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Published with license by Science and Education Publishing, Copyright © 2018 Lidong Wang and Cheryl Ann Alexander

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Lidong Wang, Cheryl Ann Alexander. Big Data Analytics in Biometrics and Healthcare. Journal of Computer Sciences and Applications. Vol. 6, No. 1, 2018, pp 48-55. http://pubs.sciepub.com/jcsa/6/1/7
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Wang, Lidong, and Cheryl Ann Alexander. "Big Data Analytics in Biometrics and Healthcare." Journal of Computer Sciences and Applications 6.1 (2018): 48-55.
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Wang, L. , & Alexander, C. A. (2018). Big Data Analytics in Biometrics and Healthcare. Journal of Computer Sciences and Applications, 6(1), 48-55.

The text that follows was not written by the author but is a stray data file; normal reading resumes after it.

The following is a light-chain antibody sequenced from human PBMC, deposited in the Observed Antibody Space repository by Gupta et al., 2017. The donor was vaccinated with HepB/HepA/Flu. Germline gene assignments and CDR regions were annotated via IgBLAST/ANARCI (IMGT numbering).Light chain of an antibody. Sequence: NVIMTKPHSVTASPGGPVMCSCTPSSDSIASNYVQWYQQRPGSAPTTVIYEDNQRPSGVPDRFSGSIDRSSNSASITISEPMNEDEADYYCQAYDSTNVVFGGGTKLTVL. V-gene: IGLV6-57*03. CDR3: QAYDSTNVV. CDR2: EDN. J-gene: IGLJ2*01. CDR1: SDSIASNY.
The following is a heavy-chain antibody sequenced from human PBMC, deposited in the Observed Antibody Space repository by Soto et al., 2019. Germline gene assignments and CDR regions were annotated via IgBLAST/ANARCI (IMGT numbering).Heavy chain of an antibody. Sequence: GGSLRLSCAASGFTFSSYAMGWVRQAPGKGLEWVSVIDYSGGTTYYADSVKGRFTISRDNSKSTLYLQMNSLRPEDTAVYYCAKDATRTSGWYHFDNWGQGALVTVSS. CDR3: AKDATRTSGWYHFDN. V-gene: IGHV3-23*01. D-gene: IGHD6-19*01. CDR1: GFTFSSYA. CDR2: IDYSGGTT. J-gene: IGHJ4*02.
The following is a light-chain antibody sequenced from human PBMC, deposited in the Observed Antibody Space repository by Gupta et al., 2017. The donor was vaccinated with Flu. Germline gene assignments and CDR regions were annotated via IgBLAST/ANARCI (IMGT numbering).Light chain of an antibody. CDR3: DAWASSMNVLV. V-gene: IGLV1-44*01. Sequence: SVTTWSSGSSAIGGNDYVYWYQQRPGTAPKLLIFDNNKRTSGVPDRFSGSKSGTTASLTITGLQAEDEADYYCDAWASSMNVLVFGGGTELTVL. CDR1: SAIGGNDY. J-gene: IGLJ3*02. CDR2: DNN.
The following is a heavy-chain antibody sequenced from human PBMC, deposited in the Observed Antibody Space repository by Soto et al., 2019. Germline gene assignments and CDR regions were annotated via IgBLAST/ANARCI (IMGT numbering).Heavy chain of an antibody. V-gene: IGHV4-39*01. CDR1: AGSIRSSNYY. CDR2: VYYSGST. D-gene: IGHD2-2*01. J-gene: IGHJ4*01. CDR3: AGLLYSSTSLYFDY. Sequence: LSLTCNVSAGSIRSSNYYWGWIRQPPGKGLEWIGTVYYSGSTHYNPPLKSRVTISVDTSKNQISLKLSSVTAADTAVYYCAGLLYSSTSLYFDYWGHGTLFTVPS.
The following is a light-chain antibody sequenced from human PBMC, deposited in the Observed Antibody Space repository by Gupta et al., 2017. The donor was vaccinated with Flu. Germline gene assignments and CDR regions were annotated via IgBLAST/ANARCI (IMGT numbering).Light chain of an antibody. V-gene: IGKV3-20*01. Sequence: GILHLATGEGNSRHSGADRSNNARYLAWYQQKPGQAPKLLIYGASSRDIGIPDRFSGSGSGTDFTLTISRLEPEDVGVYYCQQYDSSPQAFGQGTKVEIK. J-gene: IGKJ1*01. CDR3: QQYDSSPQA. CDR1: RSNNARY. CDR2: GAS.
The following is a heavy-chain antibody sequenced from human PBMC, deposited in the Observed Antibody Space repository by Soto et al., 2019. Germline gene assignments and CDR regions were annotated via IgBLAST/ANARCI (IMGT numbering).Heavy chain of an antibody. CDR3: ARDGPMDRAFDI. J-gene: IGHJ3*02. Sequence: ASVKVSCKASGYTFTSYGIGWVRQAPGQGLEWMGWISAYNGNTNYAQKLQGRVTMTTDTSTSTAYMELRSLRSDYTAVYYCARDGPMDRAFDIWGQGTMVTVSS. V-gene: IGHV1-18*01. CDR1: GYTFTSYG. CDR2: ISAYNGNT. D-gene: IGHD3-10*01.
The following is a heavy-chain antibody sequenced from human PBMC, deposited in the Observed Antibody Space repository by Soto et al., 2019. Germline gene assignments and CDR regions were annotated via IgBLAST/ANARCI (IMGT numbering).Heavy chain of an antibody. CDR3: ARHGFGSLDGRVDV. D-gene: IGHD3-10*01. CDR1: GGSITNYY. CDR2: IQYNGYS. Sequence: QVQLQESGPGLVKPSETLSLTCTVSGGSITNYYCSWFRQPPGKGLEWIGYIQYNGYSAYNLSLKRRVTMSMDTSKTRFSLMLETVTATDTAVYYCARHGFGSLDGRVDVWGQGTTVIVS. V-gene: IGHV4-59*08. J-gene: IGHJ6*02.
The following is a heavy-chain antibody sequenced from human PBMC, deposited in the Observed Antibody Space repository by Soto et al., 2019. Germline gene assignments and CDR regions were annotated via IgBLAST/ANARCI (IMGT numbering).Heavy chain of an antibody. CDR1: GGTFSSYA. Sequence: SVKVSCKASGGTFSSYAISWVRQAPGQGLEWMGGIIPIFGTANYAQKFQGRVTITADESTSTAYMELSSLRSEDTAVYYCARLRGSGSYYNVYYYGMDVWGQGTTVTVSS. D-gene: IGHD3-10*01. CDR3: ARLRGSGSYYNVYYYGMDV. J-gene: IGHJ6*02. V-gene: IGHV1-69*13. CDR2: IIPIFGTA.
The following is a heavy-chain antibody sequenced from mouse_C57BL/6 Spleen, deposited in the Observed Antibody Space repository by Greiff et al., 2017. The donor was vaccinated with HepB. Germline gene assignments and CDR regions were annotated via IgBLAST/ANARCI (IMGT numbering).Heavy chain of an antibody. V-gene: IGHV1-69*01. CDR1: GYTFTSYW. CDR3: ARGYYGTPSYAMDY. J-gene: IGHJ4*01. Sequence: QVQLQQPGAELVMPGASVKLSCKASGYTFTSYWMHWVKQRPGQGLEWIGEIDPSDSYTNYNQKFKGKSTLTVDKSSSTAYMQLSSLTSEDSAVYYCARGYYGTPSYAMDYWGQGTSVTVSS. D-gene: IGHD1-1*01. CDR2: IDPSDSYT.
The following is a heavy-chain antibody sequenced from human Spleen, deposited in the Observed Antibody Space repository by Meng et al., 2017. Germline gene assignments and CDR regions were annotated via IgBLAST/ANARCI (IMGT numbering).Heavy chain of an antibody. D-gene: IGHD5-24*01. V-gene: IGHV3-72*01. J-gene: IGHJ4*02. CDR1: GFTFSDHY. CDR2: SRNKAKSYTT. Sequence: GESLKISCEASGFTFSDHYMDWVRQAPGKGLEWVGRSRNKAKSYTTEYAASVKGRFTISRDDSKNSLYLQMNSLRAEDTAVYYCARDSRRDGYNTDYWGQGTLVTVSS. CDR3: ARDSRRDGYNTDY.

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Wang, Lidong, and Cheryl Ann Alexander. "Big Data Analytics in Biometrics and Healthcare." Journal of Computer Sciences and Applications 6, no. 1 (2018): 48-55.
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  • Table 6. Some Strengths, Weaknesses, Opportunities and Threats of Big Data Technologies for the Health Economics and the General Public
[1]  M. O’Leary and S. Rahman, “Driverless cars, drones and DNA: how to build trust in the data age,” White Paper, Herbert Smith Freehills, Australia, May 16, 2017.